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Chem Res Toxicol. 2005 Aug;18(8):1296-305.

Xanthohumol isolated from Humulus lupulus Inhibits menadione-induced DNA damage through induction of quinone reductase.

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Department of Medicinal Chemistry and Pharmacognosy, College of Pharmacy, University of Illinois at Chicago, 833 South Wood Street, M/C 781, Chicago, Illinois 60612-7231, USA.


The female parts of hops (Humulus lupulus L.) show estrogenic effects as well as cancer chemopreventive potential. We analyzed the chemopreventive mechanism of hops by studying its antioxidative activities and its effect on the detoxification of a potentially toxic quinone (menadione). The detoxification enzyme quinone reductase [(NAD(P)H:quinone oxidoreductase, QR] protects against quinone-induced toxicity and has been used as a marker in cancer chemoprevention studies. Although the hop extract was only a weak quencher of free radicals formed from 1,1-diphenyl-2-picrylhydrazyl, it demonstrated strong QR induction in Hepa 1c1c7 cells. In addition, compounds isolated from hops including xanthohumol (XH) and 8-prenylnaringenin were tested for QR induction. Among these, XH was the most effective at inducing QR with a concentration required to double the specific activity of QR (CD value) of 1.7 +/- 0.7 microM. In addition, pretreatment of Hepa1c1c7 cells with XH significantly inhibited menadione-induced DNA single-strand breaks. The QR inhibitor dicumarol reversed the protective effect of XH against menadione-induced DNA damage. Because the expression of QR and other detoxifying enzymes is known to be upregulated by binding of the transcription factor Nrf2 to the antioxidant response element (ARE), the reporter activity mediated by ARE in HepG2-ARE-C8 cells was investigated after incubation with XH for 24 h. Under these conditions, XH increased ARE reporter activity in a dose-dependent manner. One mechanism by which XH might induce QR could be through interaction with Keap1, which sequesters Nrf2 in the cytoplasm, so that it cannot activate the ARE. Using LC-MS-MS, we demonstrated that XH alkylates human Keap1 protein, most likely on a subset of the 27 cysteines of Keap1. This suggests that XH induces QR by covalently modifying the Keap1 protein. Therefore, XH and hops dietary supplements might function as chemopreventive agents, through induction of detoxification enzymes such as QR.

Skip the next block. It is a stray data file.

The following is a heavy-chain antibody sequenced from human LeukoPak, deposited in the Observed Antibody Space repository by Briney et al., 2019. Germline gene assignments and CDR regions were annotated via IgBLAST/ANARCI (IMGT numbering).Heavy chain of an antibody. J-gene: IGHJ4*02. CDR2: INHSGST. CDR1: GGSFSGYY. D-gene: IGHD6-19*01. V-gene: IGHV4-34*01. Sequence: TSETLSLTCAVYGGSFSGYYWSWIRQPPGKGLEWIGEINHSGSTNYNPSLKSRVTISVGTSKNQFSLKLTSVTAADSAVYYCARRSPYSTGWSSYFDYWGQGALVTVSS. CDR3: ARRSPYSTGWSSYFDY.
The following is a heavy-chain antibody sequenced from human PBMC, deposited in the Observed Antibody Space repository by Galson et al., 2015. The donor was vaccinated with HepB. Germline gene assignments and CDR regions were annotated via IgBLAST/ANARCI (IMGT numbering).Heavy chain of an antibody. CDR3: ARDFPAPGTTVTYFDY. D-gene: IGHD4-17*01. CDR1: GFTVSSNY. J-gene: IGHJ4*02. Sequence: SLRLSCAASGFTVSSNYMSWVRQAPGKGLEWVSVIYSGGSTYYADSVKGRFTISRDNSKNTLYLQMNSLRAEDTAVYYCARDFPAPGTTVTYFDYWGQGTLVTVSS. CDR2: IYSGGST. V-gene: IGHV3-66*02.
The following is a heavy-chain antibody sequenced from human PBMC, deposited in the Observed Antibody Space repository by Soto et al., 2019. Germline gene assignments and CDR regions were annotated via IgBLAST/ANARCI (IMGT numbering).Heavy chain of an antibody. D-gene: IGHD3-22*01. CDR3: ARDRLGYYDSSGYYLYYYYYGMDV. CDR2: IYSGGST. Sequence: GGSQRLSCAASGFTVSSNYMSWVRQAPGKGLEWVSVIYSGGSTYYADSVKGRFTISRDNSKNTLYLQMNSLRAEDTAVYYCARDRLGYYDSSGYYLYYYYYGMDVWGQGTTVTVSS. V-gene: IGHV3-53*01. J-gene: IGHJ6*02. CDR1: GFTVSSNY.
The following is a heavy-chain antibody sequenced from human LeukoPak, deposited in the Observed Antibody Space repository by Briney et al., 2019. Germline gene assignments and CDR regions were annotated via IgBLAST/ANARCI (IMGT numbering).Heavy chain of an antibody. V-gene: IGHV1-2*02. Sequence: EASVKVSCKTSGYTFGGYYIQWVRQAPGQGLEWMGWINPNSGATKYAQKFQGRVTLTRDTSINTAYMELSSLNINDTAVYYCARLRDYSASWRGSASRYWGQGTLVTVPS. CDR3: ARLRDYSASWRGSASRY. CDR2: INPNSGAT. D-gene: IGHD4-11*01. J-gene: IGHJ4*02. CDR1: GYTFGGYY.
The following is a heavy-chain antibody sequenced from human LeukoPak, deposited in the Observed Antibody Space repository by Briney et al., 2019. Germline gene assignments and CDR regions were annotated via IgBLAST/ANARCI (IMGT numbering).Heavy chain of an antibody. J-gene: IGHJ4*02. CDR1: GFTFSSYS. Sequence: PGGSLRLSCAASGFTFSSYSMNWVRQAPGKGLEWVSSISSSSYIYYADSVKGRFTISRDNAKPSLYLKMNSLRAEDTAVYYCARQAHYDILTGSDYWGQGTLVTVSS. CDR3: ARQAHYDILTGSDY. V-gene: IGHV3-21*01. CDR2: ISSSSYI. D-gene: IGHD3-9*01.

[Indexed for MEDLINE]

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